The Charismatic Mr Gorbachev

 

Not all that long ago the idea of conferring the freedom of the city of Dublin on a man who made his name as General Secretary of the Communist Party of the Soviet Union would have caused outrage throughout the land.

Mr Mikhail Sergeyevich Gorbachev, however, was no ordinary General Secretary. In the late 1980s and the early 1990s he had become the most charismatic politician in virtually every country in the world except his own.

His refusal to accede to a request by the East German party boss to send in Soviet troops to crush opposition to his rule in 1989 began a process that led to the fall of the Berlin wall and true self-determination for most of East and Central Europe.

The demise of Moscow as a superpower was a major factor in his becoming extremely unpopular at home to the extent that in the presidential election of 1998 he gained just 0.5 per cent of the votes. To Westerners in whose eyes he was a hero, the Russian attitude is difficult to understand.

He did, after all, start his country on the road to individual freedoms that had not previously existed. It is often forgotten that under Tsarist as well as Communist rule freedom of expression was ruthlessly curbed. Mr Gorbachev, through his policy of Glasnost, lifted the lid on a cauldron of discontent in the world's largest state. The pressure under that lid appears to have been considerably greater than Mr Gorbachev anticipated. His attempts to restrain the forces he had unleashed were unsuccessful not least because his rival, Mr Boris Yeltsin, consistently and with western support, pushed for greater reform at a faster pace.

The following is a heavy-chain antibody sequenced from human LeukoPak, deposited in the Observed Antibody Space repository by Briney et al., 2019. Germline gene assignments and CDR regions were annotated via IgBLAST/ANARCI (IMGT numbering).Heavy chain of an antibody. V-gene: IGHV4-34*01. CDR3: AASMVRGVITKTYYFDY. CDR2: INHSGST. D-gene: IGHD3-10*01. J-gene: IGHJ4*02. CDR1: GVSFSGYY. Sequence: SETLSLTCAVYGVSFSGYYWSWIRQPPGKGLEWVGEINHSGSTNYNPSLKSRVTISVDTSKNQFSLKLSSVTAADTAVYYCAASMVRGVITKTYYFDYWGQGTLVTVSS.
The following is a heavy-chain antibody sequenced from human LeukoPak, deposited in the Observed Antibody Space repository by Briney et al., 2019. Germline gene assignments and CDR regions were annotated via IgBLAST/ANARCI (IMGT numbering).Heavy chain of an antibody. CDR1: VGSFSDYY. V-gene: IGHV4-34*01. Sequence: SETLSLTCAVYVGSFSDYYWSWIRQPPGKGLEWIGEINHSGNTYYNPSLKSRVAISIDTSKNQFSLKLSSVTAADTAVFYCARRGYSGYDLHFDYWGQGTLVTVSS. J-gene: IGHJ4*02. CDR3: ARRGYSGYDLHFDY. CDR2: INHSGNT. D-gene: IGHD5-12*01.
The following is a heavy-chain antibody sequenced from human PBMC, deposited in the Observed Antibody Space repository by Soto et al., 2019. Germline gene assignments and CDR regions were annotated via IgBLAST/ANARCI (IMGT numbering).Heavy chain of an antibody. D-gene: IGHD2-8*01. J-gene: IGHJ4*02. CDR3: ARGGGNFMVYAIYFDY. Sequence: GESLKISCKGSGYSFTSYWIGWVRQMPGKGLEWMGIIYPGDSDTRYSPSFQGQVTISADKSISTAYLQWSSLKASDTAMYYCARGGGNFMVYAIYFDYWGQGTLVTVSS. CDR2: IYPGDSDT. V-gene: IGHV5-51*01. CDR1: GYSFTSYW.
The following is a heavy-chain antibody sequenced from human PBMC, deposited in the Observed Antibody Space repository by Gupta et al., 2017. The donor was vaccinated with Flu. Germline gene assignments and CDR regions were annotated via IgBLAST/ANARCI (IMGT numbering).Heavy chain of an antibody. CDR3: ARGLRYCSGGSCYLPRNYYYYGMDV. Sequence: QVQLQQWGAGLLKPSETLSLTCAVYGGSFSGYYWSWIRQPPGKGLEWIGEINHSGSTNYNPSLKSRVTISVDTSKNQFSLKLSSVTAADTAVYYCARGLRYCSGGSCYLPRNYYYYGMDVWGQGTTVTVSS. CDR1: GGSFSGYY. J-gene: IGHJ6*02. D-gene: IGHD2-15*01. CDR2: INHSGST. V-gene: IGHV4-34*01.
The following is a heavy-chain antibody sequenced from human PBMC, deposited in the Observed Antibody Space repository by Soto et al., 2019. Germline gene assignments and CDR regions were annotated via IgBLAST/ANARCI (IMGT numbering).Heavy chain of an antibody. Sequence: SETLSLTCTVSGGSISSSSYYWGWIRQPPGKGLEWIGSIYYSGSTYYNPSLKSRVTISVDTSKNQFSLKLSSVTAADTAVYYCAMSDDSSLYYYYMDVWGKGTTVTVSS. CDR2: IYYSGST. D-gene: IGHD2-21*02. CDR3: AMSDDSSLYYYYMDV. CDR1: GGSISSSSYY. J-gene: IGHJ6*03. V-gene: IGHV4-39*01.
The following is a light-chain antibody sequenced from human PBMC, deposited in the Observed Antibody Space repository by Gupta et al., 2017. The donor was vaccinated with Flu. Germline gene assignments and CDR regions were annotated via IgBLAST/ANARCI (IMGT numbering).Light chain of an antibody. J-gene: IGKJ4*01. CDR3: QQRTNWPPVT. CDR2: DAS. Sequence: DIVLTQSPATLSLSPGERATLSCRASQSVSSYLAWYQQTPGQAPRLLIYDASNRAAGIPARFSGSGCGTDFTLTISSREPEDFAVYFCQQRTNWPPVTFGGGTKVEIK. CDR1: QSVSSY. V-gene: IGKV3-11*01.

With Mr Yeltsin in the background the western powers felt it unnecessary to support Mr Gorbachev in his struggles against more traditional and unreconstructed members of the Communist Party. The resultant explosion came in August 1991 when, led by his one of his closest and long-standing colleagues Mr Anatoly Lukyanov, the hardliners staged a putsch to oust him.

Paradoxically the main beneficiary of the coup's failure was Mr Yeltsin who proceeded to dismantle the Soviet Union and take power as president of the Russian Federation.

Like many others before him Mr Gorbachev saw his political career end in apparent failure but the history books are likely to regard him as a far more significant leader than the man who succeeded him in the Kremlin. Glasnost was his great contribution to Russian society and for that reason alone his inclusion later today with Bill Clinton, Nelson Mandela and Mother Teresa in the list of freemen of Dublin is to be welcomed.